Also, Samsung’s fingerprint recognition technology and tokenization appeases its concerns in terms of payment security. Users have to certify their identity before making purchases through fingerprint scanning. Furthermore, credit card information is stored in a secure digital token and whenever payments are made, virtual transaction numbers are used. If the digital token information is disclosed, people’s personal security information is not likely to be stolen through the service, tokenization.
Samsung Pay Only Acts as a Wallet
Before the appearance of Samsung Pay, other mobile payment services like Apple Pay used NFC technology. A NFC terminal reading credit information on a NFC chip on mobile phones was needed for other mobile payment services like Apple Pay, but the NFC reader has not yet been widespread. On the other hand, as MST works on a magnetic stripe card reader which is common in Korea and North America, the users of Samsung Pay can use it in most stores. According to Kim Bum-soo, a Research Associate of Hyundai Research Institute, Apple Pay cannot be used yet, but Samsung Pay can be used in most stores that allow payment with credit cards in Korea. Also, while Apple Pay can be used only in 10 to 15 percent of stores, Samsung Pay can be used at 85 to 90 percent of stores in the United States.
MST is the distinguishable characteristic of Samsung Pay. “Samsung Pay has overcome the limitation of existing mobile payment services that do not work anywhere. The rate of reuse for Samsung Pay reaches near 80 percent, while the rate for Apple Pay is just 23 percent. The statistics indicate that Samsung Pay could replace the physical wallet for the first time,” said Kim.
The major reason for the popularity of Samsung Pay is that, stores do not need to install another payment terminal because it can be used on traditional credit card machines. Chang Suk-gwon, the Dean of HYU School of Business, said, “Samsung Pay does not generate any switching costs. It takes a great deal of time for new technologies to settle because people are usually afraid of something new. However, when using Samsung Pay, vendors can accept payment without special readers, and the users can also pay without having to learn to use complicated applications or devices. This allows people to accept the technology in a faster and easier way.”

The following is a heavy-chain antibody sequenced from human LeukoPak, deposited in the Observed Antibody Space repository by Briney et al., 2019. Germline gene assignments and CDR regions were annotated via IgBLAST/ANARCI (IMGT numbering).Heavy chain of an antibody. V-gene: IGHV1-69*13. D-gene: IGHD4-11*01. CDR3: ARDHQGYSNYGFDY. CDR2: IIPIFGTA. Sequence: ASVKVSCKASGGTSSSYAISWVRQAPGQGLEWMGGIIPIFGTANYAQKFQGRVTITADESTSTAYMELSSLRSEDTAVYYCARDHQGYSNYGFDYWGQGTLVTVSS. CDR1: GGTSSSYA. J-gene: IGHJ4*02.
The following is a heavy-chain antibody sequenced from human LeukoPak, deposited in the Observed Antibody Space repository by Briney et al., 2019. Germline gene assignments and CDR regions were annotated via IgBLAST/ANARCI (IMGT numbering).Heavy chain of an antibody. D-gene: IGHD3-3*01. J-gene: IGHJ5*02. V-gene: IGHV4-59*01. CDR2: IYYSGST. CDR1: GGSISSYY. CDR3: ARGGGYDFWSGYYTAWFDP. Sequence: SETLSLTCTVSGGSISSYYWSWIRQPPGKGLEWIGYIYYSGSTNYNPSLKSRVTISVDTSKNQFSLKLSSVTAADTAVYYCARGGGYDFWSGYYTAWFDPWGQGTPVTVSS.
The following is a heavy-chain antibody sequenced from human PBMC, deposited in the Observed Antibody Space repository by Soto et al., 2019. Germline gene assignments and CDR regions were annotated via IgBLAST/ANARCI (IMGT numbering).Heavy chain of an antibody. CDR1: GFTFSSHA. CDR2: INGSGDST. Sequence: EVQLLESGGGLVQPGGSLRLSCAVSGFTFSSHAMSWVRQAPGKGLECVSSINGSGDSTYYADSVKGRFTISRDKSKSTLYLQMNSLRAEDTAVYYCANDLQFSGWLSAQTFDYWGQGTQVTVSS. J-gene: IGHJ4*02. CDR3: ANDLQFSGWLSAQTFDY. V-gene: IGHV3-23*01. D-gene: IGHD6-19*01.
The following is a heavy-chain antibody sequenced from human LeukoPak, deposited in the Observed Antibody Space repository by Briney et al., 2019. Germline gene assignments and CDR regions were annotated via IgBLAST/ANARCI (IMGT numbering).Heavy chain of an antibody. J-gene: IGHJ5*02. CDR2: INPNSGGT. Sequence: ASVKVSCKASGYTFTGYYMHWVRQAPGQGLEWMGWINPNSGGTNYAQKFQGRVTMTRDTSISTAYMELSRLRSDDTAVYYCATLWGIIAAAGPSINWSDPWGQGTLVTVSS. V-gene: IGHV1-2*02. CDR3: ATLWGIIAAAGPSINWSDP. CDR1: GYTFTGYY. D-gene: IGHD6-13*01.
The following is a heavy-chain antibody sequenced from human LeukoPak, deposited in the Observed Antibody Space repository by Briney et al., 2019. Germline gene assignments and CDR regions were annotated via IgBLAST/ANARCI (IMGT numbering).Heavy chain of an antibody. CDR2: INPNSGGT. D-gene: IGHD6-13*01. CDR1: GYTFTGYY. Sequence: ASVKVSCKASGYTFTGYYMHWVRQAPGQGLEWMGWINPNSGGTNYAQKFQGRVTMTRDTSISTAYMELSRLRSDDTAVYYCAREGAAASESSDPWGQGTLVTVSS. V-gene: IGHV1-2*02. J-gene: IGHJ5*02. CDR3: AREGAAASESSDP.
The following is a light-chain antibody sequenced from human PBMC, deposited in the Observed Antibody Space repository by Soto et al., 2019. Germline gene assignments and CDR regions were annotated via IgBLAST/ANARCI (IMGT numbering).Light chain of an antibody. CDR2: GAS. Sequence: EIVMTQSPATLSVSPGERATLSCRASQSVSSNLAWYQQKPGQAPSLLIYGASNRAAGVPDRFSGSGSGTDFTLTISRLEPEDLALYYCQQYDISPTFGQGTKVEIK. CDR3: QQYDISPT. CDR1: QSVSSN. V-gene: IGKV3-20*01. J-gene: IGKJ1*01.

The Limitation of Samsung Pay
Samsung Pay and MST may have received positive responses, but some experts expect that mobile payment services using MST technology will not continue in the future. The magnetic card is vulnerable to security breaches, which is why the Credit Finance Association and financial authorities in Korea predict that the use of magnetic cards will decline in Korea by 2018. Kim Dong-kyue, a Full Professor in the Department of Electronics Engineering and a Consultant of Samsung Electronics, said, “Samsung Pay faces limits in developing its business and pushing forward as a new trend of virtual payment. As magnetic cards and their readers disappear, Samsung Pay will lose its industrial competitiveness.”
For the Future Without a Wallet
According to Kim Bum-soo, the scale of global mobile payments is expected to grow from 431 billion dollars in 2013 to 721 billion in 2017. “The rise of Samsung Pay shows that Samsung Electronics has made inroads into the field of mobile payment services. It will compete with other companies like Google or Apple, allowing consumers to meet improved service more quickly. This could ultimately lead to the disappearance of the actual wallet,” said Kim Dong-kyue.